The Australian Food Cold Chain Council (AFCCC) chairman, Mark Mitchell, said that the refrigeration industry, and the technicians who keep it running deserved praise for developing technologies that enable such vast amounts of food to be moved safely in wildly fluctuating temperatures from one end of the country to the other.
But he warns that the great gift of modern refrigeration and its supporting monitoring technologies is being abused, not by the suppliers of refrigeration, but the users of refrigeration.
He points to the rising levels of national food wastage as a result of poor temperature management, and forecasts that Australia will need to adopt serious training and education programs so that those responsible for moving food and pharmaceuticals around the country can get the best out of a perfectly good technology.
“The best way for Australian food and refrigerated transport businesses to celebrate World Refrigeration Day would be to promise to do a great deal more to limit horrific food waste through better management of their refrigerated spaces and transport processes,” Mitchell said.
“AFCCC research shows that far too many people who use refrigeration have very little understanding of how it works.”
The industry needs to call to account those industry sectors in Australia which are misusing refrigeration through abuse of temperature controls and poor food handling processes in refrigerated transports, loading docks and cold rooms, Mitchell added.
The AFCCC is working on a number of initiatives to improve cold chain processes in Australia, which has a poor record in food safety under refrigeration. A recent government sponsored study revealed that cold chain failures cost the Australian economy nearly $4 billion a year at farm gate values. Add to that the impact of that wastage on energy consumption and greenhouse gas emissions, and even the most sceptical would have to acknowledge that something needs to be done urgently to improve the cold chain.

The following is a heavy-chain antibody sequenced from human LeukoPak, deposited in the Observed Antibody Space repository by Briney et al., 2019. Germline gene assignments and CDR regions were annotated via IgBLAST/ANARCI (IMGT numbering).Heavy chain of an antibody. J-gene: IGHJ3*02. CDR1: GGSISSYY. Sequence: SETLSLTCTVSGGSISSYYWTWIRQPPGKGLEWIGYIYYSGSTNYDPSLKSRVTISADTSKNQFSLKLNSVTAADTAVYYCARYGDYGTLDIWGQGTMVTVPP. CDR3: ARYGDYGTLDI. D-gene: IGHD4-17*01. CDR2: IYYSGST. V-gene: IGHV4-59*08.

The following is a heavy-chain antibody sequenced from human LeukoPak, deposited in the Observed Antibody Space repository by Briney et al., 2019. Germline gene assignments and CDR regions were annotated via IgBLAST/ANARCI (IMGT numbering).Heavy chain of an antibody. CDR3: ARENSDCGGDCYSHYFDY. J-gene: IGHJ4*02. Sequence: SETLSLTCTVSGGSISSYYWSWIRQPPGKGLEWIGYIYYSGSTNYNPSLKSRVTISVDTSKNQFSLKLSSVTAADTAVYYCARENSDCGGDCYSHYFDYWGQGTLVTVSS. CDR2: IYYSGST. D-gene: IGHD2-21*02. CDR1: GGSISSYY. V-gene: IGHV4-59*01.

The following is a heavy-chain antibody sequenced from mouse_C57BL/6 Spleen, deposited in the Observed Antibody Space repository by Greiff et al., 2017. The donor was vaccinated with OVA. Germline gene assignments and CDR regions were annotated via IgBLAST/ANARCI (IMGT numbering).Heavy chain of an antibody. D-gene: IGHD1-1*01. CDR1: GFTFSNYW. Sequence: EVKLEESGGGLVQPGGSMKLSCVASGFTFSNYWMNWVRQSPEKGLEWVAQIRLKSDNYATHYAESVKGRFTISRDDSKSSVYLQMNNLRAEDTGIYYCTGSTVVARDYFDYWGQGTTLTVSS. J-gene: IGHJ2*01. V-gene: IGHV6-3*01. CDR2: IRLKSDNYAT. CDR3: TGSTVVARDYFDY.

“Because of the vast distances in this country, food transport is a series of refrigerated events, in the hands of a range of stake holders, many of whom don’t understand how it all works,” Mitchell said. “Mangoes picked in the Northern Territory may be handled through stationary and mobile refrigerated spaces as many as 14 times by multiple owners on a 3,400 km journey to Melbourne. If temperature abuse through poor refrigeration practices occurs in just one of those spaces, the losses at the consumer end are compounded, and shelf life can be either drastically reduced, or result in the whole load being sent to landfill.”
The big challenge facing the industry was how to explain efficient refrigeration processes to the people engaged in the industry, from those working in the loading docks, to transport drivers and shipment managers.
The AFCCC believes it will take a combination of serious training and education and a far-reaching new Code of Practice which the council is now working on in conjunction with other industry players. Also urgently needed is a more open culture of data transparency which government bodies urgently need to quantify more accurately the cost of food waste to the economy and develop initiatives to help reduce waste.
‘So by all means celebrate the many great things refrigeration has done for society, but save some of your efforts to help put refrigeration technology to far better use towards reducing food wastage,’ Mr Mitchell said
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